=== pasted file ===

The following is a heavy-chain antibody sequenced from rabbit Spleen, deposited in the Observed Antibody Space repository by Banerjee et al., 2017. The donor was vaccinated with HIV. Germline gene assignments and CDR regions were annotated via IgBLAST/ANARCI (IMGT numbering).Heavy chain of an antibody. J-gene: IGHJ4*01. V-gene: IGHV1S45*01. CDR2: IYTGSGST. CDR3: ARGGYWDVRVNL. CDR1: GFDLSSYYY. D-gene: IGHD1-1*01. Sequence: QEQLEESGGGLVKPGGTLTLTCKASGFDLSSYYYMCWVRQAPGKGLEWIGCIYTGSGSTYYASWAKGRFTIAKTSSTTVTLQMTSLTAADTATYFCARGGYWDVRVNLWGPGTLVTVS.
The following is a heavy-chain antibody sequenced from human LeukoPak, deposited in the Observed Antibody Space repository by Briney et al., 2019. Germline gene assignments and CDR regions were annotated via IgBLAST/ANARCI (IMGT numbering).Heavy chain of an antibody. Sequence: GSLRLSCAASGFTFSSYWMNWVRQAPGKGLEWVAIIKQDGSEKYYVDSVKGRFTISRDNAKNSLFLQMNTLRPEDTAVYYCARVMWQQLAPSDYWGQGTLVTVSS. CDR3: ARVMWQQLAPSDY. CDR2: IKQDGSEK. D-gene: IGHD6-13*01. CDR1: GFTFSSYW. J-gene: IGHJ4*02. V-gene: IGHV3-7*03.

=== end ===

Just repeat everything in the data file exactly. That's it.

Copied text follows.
The following is a heavy-chain antibody sequenced from rabbit Spleen, deposited in the Observed Antibody Space repository by Banerjee et al., 2017. The donor was vaccinated with HIV. Germline gene assignments and CDR regions were annotated via IgBLAST/ANARCI (IMGT numbering).Heavy chain of an antibody. J-gene: IGHJ4*01. V-gene: IGHV1S45*01. CDR2: IYTGSGST. CDR3: ARGGYWDVRVNL. CDR1: GFDLSSYYY. D-gene: IGHD1-1*01. Sequence: QEQLEESGGGLVKPGGTLTLTCKASGFDLSSYYYMCWVRQAPGKGLEWIGCIYTGSGSTYYASWAKGRFTIAKTSSTTVTLQMTSLTAADTATYFCARGGYWDVRVNLWGPGTLVTVS.
The following is a heavy-chain antibody sequenced from human LeukoPak, deposited in the Observed Antibody Space repository by Briney et al., 2019. Germline gene assignments and CDR regions were annotated via IgBLAST/ANARCI (IMGT numbering).Heavy chain of an antibody. Sequence: GSLRLSCAASGFTFSSYWMNWVRQAPGKGLEWVAIIKQDGSEKYYVDSVKGRFTISRDNAKNSLFLQMNTLRPEDTAVYYCARVMWQQLAPSDYWGQGTLVTVSS. CDR3: ARVMWQQLAPSDY. CDR2: IKQDGSEK. D-gene: IGHD6-13*01. CDR1: GFTFSSYW. J-gene: IGHJ4*02. V-gene: IGHV3-7*03.